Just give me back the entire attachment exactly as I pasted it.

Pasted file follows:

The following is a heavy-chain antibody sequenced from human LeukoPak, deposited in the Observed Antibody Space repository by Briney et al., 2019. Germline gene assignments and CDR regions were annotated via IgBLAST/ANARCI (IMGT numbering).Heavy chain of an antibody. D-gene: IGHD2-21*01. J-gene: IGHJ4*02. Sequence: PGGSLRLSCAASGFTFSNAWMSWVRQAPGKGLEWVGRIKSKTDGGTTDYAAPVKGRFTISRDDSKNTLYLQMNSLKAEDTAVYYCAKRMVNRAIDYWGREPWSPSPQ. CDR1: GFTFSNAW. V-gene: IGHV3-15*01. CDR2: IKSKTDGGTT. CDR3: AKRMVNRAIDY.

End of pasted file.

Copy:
The following is a heavy-chain antibody sequenced from human LeukoPak, deposited in the Observed Antibody Space repository by Briney et al., 2019. Germline gene assignments and CDR regions were annotated via IgBLAST/ANARCI (IMGT numbering).Heavy chain of an antibody. D-gene: IGHD2-21*01. J-gene: IGHJ4*02. Sequence: PGGSLRLSCAASGFTFSNAWMSWVRQAPGKGLEWVGRIKSKTDGGTTDYAAPVKGRFTISRDDSKNTLYLQMNSLKAEDTAVYYCAKRMVNRAIDYWGREPWSPSPQ. CDR1: GFTFSNAW. V-gene: IGHV3-15*01. CDR2: IKSKTDGGTT. CDR3: AKRMVNRAIDY.